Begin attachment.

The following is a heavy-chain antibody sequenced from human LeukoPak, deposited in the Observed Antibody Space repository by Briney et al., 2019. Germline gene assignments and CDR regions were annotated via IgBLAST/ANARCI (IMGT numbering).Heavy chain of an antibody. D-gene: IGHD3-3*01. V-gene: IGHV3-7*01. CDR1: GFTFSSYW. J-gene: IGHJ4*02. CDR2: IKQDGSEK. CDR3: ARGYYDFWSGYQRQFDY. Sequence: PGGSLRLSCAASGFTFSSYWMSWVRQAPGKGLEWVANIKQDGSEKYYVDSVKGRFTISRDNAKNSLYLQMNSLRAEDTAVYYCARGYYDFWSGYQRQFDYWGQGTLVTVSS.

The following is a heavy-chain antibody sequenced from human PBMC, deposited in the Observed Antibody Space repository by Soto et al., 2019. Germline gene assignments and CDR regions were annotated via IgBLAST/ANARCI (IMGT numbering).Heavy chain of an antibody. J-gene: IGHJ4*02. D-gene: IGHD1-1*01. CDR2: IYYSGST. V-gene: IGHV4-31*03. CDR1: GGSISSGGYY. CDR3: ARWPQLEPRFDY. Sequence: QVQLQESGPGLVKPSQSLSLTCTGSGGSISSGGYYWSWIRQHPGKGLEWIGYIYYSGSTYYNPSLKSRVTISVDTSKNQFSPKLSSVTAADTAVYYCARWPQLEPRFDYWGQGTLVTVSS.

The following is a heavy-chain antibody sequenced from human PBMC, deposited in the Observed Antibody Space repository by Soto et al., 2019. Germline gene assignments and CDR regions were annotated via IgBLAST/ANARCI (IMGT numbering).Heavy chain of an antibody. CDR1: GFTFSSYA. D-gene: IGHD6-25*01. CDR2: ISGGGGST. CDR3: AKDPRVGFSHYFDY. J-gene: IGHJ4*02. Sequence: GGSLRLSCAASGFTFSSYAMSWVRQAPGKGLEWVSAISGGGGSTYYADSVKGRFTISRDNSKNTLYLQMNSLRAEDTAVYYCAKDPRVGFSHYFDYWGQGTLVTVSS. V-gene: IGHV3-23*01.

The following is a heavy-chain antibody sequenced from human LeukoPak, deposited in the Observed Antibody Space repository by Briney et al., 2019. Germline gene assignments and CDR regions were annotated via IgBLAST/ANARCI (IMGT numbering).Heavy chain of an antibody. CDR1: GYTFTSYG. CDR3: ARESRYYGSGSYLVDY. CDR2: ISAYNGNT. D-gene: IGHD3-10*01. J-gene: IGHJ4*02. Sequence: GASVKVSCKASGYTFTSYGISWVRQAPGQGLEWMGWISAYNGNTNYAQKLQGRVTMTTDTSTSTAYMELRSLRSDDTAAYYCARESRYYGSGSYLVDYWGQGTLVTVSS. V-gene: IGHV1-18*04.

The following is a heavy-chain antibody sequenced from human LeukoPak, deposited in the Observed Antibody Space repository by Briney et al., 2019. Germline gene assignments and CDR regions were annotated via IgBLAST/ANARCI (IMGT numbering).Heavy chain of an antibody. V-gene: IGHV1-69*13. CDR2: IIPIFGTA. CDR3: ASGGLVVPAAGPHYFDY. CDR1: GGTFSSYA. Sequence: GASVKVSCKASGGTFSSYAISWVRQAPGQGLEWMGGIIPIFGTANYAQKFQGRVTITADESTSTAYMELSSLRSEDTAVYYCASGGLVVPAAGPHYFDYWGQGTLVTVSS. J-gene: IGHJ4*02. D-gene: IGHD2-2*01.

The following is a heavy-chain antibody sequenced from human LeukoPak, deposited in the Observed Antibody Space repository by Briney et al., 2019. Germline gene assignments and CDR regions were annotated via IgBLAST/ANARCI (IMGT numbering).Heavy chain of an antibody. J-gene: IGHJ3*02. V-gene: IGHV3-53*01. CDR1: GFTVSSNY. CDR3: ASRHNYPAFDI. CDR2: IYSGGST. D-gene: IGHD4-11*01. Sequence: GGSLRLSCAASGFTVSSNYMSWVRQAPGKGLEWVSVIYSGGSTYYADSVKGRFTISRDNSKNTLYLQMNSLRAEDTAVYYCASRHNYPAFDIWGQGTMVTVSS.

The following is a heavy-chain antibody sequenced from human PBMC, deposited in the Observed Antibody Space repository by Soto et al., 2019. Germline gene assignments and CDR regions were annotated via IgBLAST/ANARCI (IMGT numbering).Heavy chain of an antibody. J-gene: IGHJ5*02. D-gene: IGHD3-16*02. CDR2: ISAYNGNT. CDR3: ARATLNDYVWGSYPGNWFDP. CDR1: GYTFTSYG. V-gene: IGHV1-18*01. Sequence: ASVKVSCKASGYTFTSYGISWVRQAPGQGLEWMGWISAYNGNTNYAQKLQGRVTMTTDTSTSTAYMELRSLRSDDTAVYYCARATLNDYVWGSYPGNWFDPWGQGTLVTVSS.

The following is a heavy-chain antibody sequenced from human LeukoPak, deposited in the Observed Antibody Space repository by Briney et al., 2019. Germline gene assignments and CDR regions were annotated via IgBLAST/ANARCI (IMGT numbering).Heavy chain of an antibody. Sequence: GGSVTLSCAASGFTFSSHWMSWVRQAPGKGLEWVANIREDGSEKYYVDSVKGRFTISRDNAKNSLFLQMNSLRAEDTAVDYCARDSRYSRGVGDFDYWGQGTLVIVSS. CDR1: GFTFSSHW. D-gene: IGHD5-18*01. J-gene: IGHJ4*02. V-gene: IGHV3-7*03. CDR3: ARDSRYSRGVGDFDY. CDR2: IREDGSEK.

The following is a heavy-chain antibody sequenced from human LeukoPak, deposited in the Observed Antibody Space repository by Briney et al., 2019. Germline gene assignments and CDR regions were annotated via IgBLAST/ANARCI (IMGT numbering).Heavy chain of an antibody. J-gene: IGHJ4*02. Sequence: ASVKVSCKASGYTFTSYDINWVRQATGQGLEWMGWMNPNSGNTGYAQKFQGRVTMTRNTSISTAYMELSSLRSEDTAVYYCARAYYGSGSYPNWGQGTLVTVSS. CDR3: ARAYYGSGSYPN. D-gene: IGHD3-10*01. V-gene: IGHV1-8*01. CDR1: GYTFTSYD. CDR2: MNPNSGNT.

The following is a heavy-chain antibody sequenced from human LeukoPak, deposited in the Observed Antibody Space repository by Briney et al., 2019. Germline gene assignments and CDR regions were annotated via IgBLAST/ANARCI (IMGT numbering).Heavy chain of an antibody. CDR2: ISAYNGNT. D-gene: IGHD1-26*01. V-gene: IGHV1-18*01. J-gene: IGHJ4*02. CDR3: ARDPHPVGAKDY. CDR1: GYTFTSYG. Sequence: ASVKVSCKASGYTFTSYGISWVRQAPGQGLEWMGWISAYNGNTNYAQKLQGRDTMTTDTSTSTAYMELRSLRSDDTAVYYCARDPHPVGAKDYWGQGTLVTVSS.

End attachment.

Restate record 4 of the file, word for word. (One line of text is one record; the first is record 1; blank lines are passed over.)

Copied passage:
The following is a heavy-chain antibody sequenced from human LeukoPak, deposited in the Observed Antibody Space repository by Briney et al., 2019. Germline gene assignments and CDR regions were annotated via IgBLAST/ANARCI (IMGT numbering).Heavy chain of an antibody. CDR1: GYTFTSYG. CDR3: ARESRYYGSGSYLVDY. CDR2: ISAYNGNT. D-gene: IGHD3-10*01. J-gene: IGHJ4*02. Sequence: GASVKVSCKASGYTFTSYGISWVRQAPGQGLEWMGWISAYNGNTNYAQKLQGRVTMTTDTSTSTAYMELRSLRSDDTAAYYCARESRYYGSGSYLVDYWGQGTLVTVSS. V-gene: IGHV1-18*04.